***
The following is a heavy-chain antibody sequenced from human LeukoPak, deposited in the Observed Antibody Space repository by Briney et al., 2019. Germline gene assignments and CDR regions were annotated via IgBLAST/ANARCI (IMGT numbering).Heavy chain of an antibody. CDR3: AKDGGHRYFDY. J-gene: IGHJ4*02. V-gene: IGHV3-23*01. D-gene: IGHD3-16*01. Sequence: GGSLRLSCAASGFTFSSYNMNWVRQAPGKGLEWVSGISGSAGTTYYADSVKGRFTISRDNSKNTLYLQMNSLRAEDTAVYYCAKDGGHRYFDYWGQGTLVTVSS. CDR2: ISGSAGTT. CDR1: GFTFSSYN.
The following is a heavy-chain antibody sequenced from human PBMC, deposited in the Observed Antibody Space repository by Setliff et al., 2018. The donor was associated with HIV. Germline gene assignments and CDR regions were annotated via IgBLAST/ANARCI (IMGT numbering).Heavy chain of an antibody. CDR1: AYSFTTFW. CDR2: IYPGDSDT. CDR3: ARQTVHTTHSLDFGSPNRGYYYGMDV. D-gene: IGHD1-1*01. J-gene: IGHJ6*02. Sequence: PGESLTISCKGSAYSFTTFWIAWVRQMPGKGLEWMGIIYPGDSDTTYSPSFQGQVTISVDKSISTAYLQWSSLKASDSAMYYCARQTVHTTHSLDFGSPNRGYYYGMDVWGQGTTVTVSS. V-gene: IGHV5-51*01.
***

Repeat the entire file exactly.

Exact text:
The following is a heavy-chain antibody sequenced from human LeukoPak, deposited in the Observed Antibody Space repository by Briney et al., 2019. Germline gene assignments and CDR regions were annotated via IgBLAST/ANARCI (IMGT numbering).Heavy chain of an antibody. CDR3: AKDGGHRYFDY. J-gene: IGHJ4*02. V-gene: IGHV3-23*01. D-gene: IGHD3-16*01. Sequence: GGSLRLSCAASGFTFSSYNMNWVRQAPGKGLEWVSGISGSAGTTYYADSVKGRFTISRDNSKNTLYLQMNSLRAEDTAVYYCAKDGGHRYFDYWGQGTLVTVSS. CDR2: ISGSAGTT. CDR1: GFTFSSYN.
The following is a heavy-chain antibody sequenced from human PBMC, deposited in the Observed Antibody Space repository by Setliff et al., 2018. The donor was associated with HIV. Germline gene assignments and CDR regions were annotated via IgBLAST/ANARCI (IMGT numbering).Heavy chain of an antibody. CDR1: AYSFTTFW. CDR2: IYPGDSDT. CDR3: ARQTVHTTHSLDFGSPNRGYYYGMDV. D-gene: IGHD1-1*01. J-gene: IGHJ6*02. Sequence: PGESLTISCKGSAYSFTTFWIAWVRQMPGKGLEWMGIIYPGDSDTTYSPSFQGQVTISVDKSISTAYLQWSSLKASDSAMYYCARQTVHTTHSLDFGSPNRGYYYGMDVWGQGTTVTVSS. V-gene: IGHV5-51*01.